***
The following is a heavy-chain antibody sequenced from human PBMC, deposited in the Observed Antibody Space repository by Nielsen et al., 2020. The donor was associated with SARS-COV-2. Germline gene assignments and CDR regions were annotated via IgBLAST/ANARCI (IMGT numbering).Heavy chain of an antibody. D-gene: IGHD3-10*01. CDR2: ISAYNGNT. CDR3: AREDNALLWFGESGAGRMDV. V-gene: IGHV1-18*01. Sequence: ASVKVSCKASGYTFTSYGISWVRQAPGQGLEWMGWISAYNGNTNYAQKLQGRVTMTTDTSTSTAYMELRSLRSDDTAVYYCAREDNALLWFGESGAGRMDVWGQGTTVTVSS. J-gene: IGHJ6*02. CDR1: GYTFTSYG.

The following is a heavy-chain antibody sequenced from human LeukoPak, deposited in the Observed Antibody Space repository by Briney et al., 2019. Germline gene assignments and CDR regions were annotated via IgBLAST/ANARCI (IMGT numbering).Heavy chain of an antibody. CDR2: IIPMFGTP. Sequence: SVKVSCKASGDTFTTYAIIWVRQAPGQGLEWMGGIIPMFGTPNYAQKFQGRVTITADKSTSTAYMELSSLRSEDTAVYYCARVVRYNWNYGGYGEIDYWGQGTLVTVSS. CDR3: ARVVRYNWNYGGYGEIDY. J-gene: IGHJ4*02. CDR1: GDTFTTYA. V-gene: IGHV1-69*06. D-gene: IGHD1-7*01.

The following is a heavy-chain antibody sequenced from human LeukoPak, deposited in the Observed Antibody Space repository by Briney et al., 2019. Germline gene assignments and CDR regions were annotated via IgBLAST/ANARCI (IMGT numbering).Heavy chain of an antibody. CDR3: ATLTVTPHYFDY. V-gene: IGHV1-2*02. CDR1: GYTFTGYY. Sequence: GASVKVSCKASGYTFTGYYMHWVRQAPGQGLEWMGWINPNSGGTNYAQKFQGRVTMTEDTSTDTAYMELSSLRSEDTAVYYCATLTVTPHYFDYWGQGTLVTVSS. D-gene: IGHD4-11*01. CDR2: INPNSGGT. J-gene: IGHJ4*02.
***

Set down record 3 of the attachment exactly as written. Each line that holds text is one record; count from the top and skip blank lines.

The following is a heavy-chain antibody sequenced from human LeukoPak, deposited in the Observed Antibody Space repository by Briney et al., 2019. Germline gene assignments and CDR regions were annotated via IgBLAST/ANARCI (IMGT numbering).Heavy chain of an antibody. CDR3: ATLTVTPHYFDY. V-gene: IGHV1-2*02. CDR1: GYTFTGYY. Sequence: GASVKVSCKASGYTFTGYYMHWVRQAPGQGLEWMGWINPNSGGTNYAQKFQGRVTMTEDTSTDTAYMELSSLRSEDTAVYYCATLTVTPHYFDYWGQGTLVTVSS. D-gene: IGHD4-11*01. CDR2: INPNSGGT. J-gene: IGHJ4*02.